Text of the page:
Airport charges are fees levied for landing, take-off (including related noise and emissions) and parking of aircraft as well as for the use of passenger facilities. They are used solely to refinance airport infrastructures and the resulting operating expenses. In Germany, airport charges are set out in paragraph 19b of the German Air Traffic Act (LuftVG) and are subject to approval by the regional Aviation Authority. The government authority responsible for Frankfurt Airport is the Ministry of Economics, Energy, Transport and Regional Development (HMWEVL). Besides, the airlines are consulted annually prior to determining airport charges.
On December 1, 2016 the Hessian Ministry of Economics, Energy, Transport and Regional Development (HMWVL) approved the application for charges for Frankfurt Airport, along with the incentive programs it contains.
These charges were raised by 1.9 percent effective January 1, 2017. The new airport charges were applied exclusively by means of increased noise charges. Consequently, the percentage of noise charges in the entire airport charges increased from 14 percent in 2016 up to 16 percent in 2017. This is a continuation of Fraport's “low-noise” course. The charging structure itself remained. For the years 2018 and 2019 the airport charges remain unchanged.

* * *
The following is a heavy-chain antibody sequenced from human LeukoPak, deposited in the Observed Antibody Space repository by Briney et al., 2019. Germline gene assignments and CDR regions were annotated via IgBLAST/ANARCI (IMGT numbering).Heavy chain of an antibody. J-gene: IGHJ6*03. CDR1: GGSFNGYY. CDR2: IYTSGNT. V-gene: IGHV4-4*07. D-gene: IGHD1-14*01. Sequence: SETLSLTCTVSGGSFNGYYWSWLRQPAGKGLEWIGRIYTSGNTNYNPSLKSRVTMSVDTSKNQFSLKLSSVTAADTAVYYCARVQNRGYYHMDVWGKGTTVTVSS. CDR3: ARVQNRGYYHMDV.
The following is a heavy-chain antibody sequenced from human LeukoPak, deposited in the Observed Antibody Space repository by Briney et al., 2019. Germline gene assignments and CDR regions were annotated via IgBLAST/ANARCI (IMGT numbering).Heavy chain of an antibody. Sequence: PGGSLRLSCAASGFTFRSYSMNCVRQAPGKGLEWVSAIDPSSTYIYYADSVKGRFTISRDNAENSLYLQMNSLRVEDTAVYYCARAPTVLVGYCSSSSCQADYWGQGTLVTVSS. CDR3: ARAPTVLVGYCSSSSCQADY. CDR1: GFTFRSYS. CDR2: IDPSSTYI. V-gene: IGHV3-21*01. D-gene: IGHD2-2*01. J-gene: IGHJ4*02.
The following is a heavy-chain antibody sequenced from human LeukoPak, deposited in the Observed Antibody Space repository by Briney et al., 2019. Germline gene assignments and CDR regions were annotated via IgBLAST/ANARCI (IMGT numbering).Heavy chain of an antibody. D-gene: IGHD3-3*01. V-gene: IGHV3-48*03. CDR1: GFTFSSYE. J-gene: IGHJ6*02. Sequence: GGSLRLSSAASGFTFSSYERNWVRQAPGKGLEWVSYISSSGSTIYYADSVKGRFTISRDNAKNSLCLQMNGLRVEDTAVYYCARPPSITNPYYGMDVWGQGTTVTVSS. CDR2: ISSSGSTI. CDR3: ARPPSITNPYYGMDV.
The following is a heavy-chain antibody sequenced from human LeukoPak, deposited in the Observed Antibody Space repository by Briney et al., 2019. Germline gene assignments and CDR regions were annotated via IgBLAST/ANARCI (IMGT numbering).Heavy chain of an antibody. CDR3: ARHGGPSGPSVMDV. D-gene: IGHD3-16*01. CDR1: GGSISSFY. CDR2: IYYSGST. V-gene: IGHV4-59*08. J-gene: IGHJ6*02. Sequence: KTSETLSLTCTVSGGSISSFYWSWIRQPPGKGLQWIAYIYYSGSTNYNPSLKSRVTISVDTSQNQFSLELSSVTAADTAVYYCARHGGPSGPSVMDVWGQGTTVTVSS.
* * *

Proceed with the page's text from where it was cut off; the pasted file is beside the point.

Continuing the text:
The approved FRA incentive model makes for continuous and sustainable traffic growth, while contributing to further reducing Frankfurt Airport’s noise footprint. It encourages airlines to increase connectivity in intercontinental traffic and to upgrade continental traffic services from FRA. The incentive model is intended both for existing carriers and for new airlines. Among other things, Fraport helps to minimize market entrance risks for growth on new routes. This is achieved by applying temporal and degressive incentives.
Furthermore, the charges system incentivizes the use of GBAS for landings as another technical innovation at Frankfurt Airport. The Ground-Based Augmentation System (GBAS) is a navigation method based on the Differential Global Positioning System (DGPS) that applies to precision approach landing of aircraft though the use of satellite-based broadcast messages. One side effect of the system is a further reduction of aircraft noise.